VIDEOS BY TOPIC
EXCEL VBA VIDEOS
- Excel VBA Part 1 - The VB Editor
- Excel VBA Part 2 - Writing Your First Macro
- Excel VBA Part 3 - What To Do When Things Go Wrong
- Excel VBA Part 4 - Buttons, Toolbars and Keyboard Shortcuts
- Excel VBA Part 5 - Selecting Cells
- Excel VBA Part 6 - Worksheets, Charts and Sheets
- Excel VBA Part 7 - Working with Workbooks
- Excel VBA Part 8 - Variables in VBA
- Excel VBA Part 9 - Object Variables
- Excel VBA Part 10 - Message Boxes
- Excel VBA Part 11 - Input Boxes
- Excel VBA Part 11a - Application.InputBox
- Excel VBA Part 12 - With Statements
- Excel VBA Part 13 - If Statements in VBA
- Excel VBA Part 14 - Select Case Statements
- Excel VBA Part 15 - Do Until and Do While Loops
- Excel VBA Part 15a - Find and FindNext
- Excel VBA Part 16 - For Next Loops
- Excel VBA Part 17 - For Each Loops
- Excel VBA Part 18 - Creating Functions
- Excel VBA Part 19 - Error Handling
- Excel VBA Part 20 - Event Procedures
- Excel VBA Part 20a - Application Events
- Excel VBA Part 21 - User Forms
- Excel VBA Part 22 - Files and Folders
- Excel VBA Part 23 - Text Files
- Excel VBA Part 24 - File Dialogs
- Excel VBA Part 25 - Arrays
- Excel VBA Part 26 - Constants and Enumerations
- Excel VBA Part 27a - Creating Word Documents
- Excel VBA Part 27b - Creating and Updating Linked Word Tables
- Excel VBA Part 28 - Creating PowerPoint Presentations
- Excel VBA Part 29 - Creating Outlook Emails
- Excel VBA Part 30 - Querying a Database with ADO
- Excel VBA Part 31 - Modifying Data with ADO Recordsets
- Excel VBA Part 32 - Executing SQL Commands with ADO
- Excel VBA Part 33 - Creating Add Ins
- Excel VBA Part 34 - Type Declarations
- Excel VBA Part 35 - Class Modules
- Excel VBA Part 36 - Class Modules in Other Projects
- Excel VBA Part 37 - Custom Collections
- Excel VBA Part 38 - Typed Collections
- Excel VBA Part 39 - Dictionaries
- Excel VBA - Disable Screen Updates
- Excel VBA - Save as PDF
- Excel VBA - Data Labels in Scatter Charts
- Excel VBA Part 43a - ByRef and ByVal
- Excel VBA Part 43b - ByRef and ByVal (When to use Parentheses)
- Excel VBA Part 44 - Making Excel Talk
- Excel VBA Part 45 - Finding the Last Used Row, Column and Cell
- Excel VBA Part 46 - Querying Web Pages with Query Tables
- Excel VBA Part 47 - Browsing to Websites and Scraping Web Page
- Excel VBA Part 48 - Scraping Multiple Web Pages
- Excel VBA Part 49 - Downloading Files from Websites
- Excel VBA Part 50.1 - Introduction to Charts in VBA
- Excel VBA Part 50.2 - Embedding Charts in Worksheets
- Excel VBA Part 51.1 - Introduction to Pivot Tables in VBA
- Excel VBA Part 51.2 - Pivot Tables using an Access Database
- Excel VBA Part 51.3 - Pivot Tables using a SQL Server Database
- Excel VBA Part 51.4 - Pivot Tables and Consolidation Ranges
- Excel VBA Part 51.5 - PowerPivot Data Models
- Excel VBA Part 51.6 - Pivot Charts
- Excel VBA Part 51.7 - Pivot Table Slicers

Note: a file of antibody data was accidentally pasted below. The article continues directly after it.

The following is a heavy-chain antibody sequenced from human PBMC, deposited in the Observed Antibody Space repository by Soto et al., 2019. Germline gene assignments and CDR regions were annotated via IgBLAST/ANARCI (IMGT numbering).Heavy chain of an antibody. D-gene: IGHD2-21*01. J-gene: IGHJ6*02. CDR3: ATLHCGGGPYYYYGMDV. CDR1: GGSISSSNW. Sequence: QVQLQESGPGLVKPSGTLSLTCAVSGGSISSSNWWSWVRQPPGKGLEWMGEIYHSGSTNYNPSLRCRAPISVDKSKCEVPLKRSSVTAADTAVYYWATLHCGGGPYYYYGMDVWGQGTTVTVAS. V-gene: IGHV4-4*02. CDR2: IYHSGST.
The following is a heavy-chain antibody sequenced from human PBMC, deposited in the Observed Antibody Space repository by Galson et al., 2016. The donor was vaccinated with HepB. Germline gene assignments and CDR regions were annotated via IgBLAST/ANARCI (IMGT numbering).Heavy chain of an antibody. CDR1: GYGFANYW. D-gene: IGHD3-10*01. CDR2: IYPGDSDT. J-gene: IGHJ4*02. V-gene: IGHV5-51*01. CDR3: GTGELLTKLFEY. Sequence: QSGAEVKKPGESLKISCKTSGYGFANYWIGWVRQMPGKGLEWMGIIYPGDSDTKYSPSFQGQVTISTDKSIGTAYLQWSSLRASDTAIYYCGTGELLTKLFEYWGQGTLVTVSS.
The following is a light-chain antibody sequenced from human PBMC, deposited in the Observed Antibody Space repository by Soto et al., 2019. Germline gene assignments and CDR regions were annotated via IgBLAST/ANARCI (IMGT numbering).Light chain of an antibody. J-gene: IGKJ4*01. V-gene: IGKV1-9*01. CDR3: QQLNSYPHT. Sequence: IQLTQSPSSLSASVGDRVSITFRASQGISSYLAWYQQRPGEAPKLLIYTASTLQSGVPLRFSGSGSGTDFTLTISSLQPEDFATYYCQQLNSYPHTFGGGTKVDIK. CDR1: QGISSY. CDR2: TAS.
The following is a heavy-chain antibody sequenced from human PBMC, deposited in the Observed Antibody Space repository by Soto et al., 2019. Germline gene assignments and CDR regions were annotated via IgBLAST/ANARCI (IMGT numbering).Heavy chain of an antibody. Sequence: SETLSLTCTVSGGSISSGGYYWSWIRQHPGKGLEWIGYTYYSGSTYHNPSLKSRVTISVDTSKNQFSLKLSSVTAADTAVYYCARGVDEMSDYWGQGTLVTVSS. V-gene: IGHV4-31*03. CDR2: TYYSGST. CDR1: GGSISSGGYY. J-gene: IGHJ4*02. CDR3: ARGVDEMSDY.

- Excel VBA Part 51.8 - Pivot Table Date Fields and Timelines
- Excel VBA Part 52.1 - Introduction to Shapes
- Excel VBA Part 52.2 - Formatting Shapes
- Excel VBA Part 52.3 - Adding Text to Shapes
- Excel VBA Part 53.1 - Working with Strings
- Excel VBA Part 53.2 - Splitting Strings
- Excel VBA Part 53.3 - The Join Function and Concatenating Strings
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Wise Owl - Excel VBA training videos (page 1 of 4)
Showing videos 1-20 (out of 70)
Posted by Andrew Gould on 10 May 2013
Before you can start writing VBA code for Excel you need to understand how to use the tool that you'll use to do your programming. This video teaches you how to get started using the Visual Basic Editor, including how to get into the application from various versions of Excel, how to work with the various windows, how to modify the default settings and how to work with modules. You won't learn how to write any code here, but this video will ensure your life will be as easy as possible when you do!
Posted by Andrew Gould on 10 May 2013
VBA, or Visual Basic for Applications, is a powerful tool that you can use to automate Microsoft Excel. This video introduces you to the basics of writing code in the VB Editor, including how to create a new module, how to write a subroutine, some best practice guidelines for laying out your code and adding comments, and how to write simple VBA instructions. We'll also show you how to run the simple procedure that you'll write, and how to ensure that you can save your code and reopen the file which contains it.
Posted by Andrew Gould on 10 May 2013
If you've written at least one subroutine in VBA you'll probably already be familiar with the feeling of frustration when things don't work! This video teaches you about the different types of error that you're likely to encounter when programming in VBA and what to do when things go wrong. You'll learn the difference between syntax, compile and runtime errors, when each type is likely to happen and we'll even show you a few useful debugging techniques to help you when you're trying to figure out what went wrong!
Posted by Andrew Gould on 10 May 2013
As a developer you'll be used to running most of your code from within the Visual Basic Editor environment. Your users, on the other hand, are more likely to require a simple interface (most likely involving buttons to click) that they can use to run your code. This video covers the main ways to provide users with the means to run your code including keyboard shortcuts, buttons and drawing objects with attached macros. We'll even show you how to customise the ribbon and toolbars in Excel for that extra, professional touch!
Posted by Andrew Gould on 23 May 2013
You won't get far in Excel VBA without understanding how to refer to cells! This fairly long video covers most of the common, and some uncommon, techniques for selecting and referring to cells. You'll learn how to select cells by cell reference using the Range property, how to refer to cells by row and column number using the Cells property, and how to refer to the currently selected cell using the Activecell property. We also cover how to select multiple cells and how to refer to range names as well as a variety of relative selection tricks such as using the End property to jump to the bottom of a list, using the Offset property to move a specific number of rows and columns, and how to select an entire region of data with one simple instruction. Along the way you'll also learn several techniques for formatting and modifying cells, as well as how to copy and paste data in VBA.
Posted by Andrew Gould on 09 November 2013
In order to navigate a workbook using VBA it's essential to understand how to refer to, activate and select the various types of sheet. This video explains the difference between worksheet, chart and sheet objects and also demonstrates how to select, copy, move, delete and rename them. You'll also see how to change the visibility of the sheets in a workbook, including how to make sheets not just hidden, but VERY hidden!
Posted by Andrew Gould on 17 January 2014